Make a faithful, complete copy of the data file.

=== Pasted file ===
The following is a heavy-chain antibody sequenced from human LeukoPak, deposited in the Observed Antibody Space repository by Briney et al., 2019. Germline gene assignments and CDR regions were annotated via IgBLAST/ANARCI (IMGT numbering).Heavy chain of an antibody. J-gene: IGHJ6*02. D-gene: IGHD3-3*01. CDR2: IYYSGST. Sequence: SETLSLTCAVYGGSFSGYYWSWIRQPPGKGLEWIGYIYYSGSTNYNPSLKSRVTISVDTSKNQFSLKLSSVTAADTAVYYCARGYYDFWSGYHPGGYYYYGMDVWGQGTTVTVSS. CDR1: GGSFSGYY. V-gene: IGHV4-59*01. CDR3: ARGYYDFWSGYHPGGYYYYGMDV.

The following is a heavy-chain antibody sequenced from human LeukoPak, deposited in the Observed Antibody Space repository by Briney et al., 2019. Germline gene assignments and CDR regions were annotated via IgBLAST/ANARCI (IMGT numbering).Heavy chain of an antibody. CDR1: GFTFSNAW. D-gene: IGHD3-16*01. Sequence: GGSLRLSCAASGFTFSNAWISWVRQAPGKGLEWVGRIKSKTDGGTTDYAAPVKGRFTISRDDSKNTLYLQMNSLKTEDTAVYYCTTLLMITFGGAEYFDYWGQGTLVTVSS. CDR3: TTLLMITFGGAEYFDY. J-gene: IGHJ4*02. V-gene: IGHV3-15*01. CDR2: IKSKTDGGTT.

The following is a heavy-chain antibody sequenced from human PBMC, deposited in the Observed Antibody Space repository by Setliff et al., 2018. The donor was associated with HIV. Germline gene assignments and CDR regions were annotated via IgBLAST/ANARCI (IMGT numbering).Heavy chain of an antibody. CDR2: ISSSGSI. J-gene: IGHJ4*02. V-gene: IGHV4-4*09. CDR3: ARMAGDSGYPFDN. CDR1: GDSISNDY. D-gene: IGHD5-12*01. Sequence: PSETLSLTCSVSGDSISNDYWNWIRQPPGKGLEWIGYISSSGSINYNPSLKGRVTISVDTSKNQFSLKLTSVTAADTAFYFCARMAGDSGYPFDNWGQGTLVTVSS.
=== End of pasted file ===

The following is a heavy-chain antibody sequenced from human LeukoPak, deposited in the Observed Antibody Space repository by Briney et al., 2019. Germline gene assignments and CDR regions were annotated via IgBLAST/ANARCI (IMGT numbering).Heavy chain of an antibody. J-gene: IGHJ6*02. D-gene: IGHD3-3*01. CDR2: IYYSGST. Sequence: SETLSLTCAVYGGSFSGYYWSWIRQPPGKGLEWIGYIYYSGSTNYNPSLKSRVTISVDTSKNQFSLKLSSVTAADTAVYYCARGYYDFWSGYHPGGYYYYGMDVWGQGTTVTVSS. CDR1: GGSFSGYY. V-gene: IGHV4-59*01. CDR3: ARGYYDFWSGYHPGGYYYYGMDV.

The following is a heavy-chain antibody sequenced from human LeukoPak, deposited in the Observed Antibody Space repository by Briney et al., 2019. Germline gene assignments and CDR regions were annotated via IgBLAST/ANARCI (IMGT numbering).Heavy chain of an antibody. CDR1: GFTFSNAW. D-gene: IGHD3-16*01. Sequence: GGSLRLSCAASGFTFSNAWISWVRQAPGKGLEWVGRIKSKTDGGTTDYAAPVKGRFTISRDDSKNTLYLQMNSLKTEDTAVYYCTTLLMITFGGAEYFDYWGQGTLVTVSS. CDR3: TTLLMITFGGAEYFDY. J-gene: IGHJ4*02. V-gene: IGHV3-15*01. CDR2: IKSKTDGGTT.

The following is a heavy-chain antibody sequenced from human PBMC, deposited in the Observed Antibody Space repository by Setliff et al., 2018. The donor was associated with HIV. Germline gene assignments and CDR regions were annotated via IgBLAST/ANARCI (IMGT numbering).Heavy chain of an antibody. CDR2: ISSSGSI. J-gene: IGHJ4*02. V-gene: IGHV4-4*09. CDR3: ARMAGDSGYPFDN. CDR1: GDSISNDY. D-gene: IGHD5-12*01. Sequence: PSETLSLTCSVSGDSISNDYWNWIRQPPGKGLEWIGYISSSGSINYNPSLKGRVTISVDTSKNQFSLKLTSVTAADTAFYFCARMAGDSGYPFDNWGQGTLVTVSS.